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Updated Brain Map Identifies Nearly 100 New Regions

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Three years ago, Dr. Glasser and his colleagues set out to create a new standard. They drew on data collected by the Human Connectome Project, in which 1,200 volunteers were studied with powerful new scanners.

The project team recorded high-resolution images of each participant’s brain, and then recorded its activity during hours of tests on memory, language and other kinds of thought.

In previous attempts to map the cortex, scientists typically had looked only at one kind of evidence at a time — say, the arrangements of cells. The Human Connectome Project has made it possible to study the brain in much greater detail.

In addition to looking at the activity of the brain, the scientists also looked at its anatomy. They measured the amount of myelin, for example, a fatty substance that insulated neurons. They found sharp contrasts in myelin levels from one region of the cortex to the next.

“We have 112 different types of information we can tap into,” said David C. Van Essen, a principal investigator with the Human Connectome Project at Washington University Medical School.

Using these variables, the scientists trained a computer with data from 210 brains to recognize discrete regions of the cortex. Once the computer profiled the distinctive combinations of myelin, activity and other characteristics, they tested it on 210 other brains.

The computer pinpointed the regions in the new brains 96.6 percent of the time. The scientists found that only a small number of features were required to map the brain. That means that researchers will be able to use their method to map an individual’s brain in a little over an hour of scanning.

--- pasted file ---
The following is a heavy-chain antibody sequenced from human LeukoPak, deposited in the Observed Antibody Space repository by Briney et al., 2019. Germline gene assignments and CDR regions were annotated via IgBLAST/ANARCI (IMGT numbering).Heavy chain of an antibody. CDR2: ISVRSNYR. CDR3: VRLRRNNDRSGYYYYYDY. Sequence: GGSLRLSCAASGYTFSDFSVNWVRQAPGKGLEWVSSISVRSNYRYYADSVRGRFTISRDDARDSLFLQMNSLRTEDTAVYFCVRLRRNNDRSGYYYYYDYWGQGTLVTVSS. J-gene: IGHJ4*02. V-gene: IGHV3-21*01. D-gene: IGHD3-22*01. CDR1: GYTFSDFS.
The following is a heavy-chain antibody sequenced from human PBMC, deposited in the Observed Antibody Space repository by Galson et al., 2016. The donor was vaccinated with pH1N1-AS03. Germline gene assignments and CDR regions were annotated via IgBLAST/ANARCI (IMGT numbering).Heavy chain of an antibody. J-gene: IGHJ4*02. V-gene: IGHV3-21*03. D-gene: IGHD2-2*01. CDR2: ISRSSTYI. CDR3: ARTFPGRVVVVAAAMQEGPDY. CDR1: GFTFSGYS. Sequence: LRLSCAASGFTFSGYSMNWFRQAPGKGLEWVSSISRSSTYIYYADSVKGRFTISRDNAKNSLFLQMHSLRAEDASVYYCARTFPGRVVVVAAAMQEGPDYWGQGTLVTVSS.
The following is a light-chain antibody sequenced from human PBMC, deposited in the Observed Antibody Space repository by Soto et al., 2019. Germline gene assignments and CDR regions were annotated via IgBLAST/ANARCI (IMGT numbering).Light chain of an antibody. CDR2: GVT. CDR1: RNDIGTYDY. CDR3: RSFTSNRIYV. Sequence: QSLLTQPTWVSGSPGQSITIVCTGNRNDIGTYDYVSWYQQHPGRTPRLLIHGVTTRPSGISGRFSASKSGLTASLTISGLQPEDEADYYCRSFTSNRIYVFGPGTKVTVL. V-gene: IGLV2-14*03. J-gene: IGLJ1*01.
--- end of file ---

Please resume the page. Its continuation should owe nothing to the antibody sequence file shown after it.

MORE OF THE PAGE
The map produced by the computer includes 83 familiar regions, such as Broca’s area, but includes 97 that were unknown — or just forgotten.

In the 1950s, for example, German researchers noticed a patch on the side of the brain in which neurons had little myelin, compared with neighboring regions. But the finding was soon neglected.

People tended to ignore it, and it was lost in the literature,” said Dr. Van Essen.

The computer rediscovered the odd territory, and Dr. Van Essen and his colleagues found that it becomes unusually active when people listen to stories. That finding suggests the region, which they call 55b, is part of a language network in the brain, along with Broca’s area.

In other parts of the cortex, the scientists were able to partition previously identified regions into smaller ones. For example, they discovered that a large region near the front of the brain, the dorsolateral prefrontal cortex, actually is made up of a dozen smaller zones.

The region becomes active during many different kinds of thought, ranging from decision-making to deception. It’s possible that each of the newly identified smaller parts is important for one of those tasks.

The computer program developed by the scientists became so adept at mapping the cortex that it could identify hidden regions even when they took on unusual shapes. Twelve of the research subjects, for example, have a 55b region that’s split into two isolated patches. (The researchers don’t know whether this affects how the subjects use language.)

Other neuroscientists hope that the new map will sharpen their experiments, allowing them to discover how the brain’s cogs mesh.

“The next big step is seeing what this can do for us in terms of buying more power,” said Emily S. Finn, a graduate student at Yale University who has used Human Connectome Project data to find links between brain activity and intelligence.


A brain scan showing the pattern of brain activation in the left hemisphere when listening to stories while in a scanner. Credit Matthew F. Glasser, David C. Van Essen 

Marlene, the brain seems so complicated!

I wonder how much understanding we'll glean in our lifetimes. 

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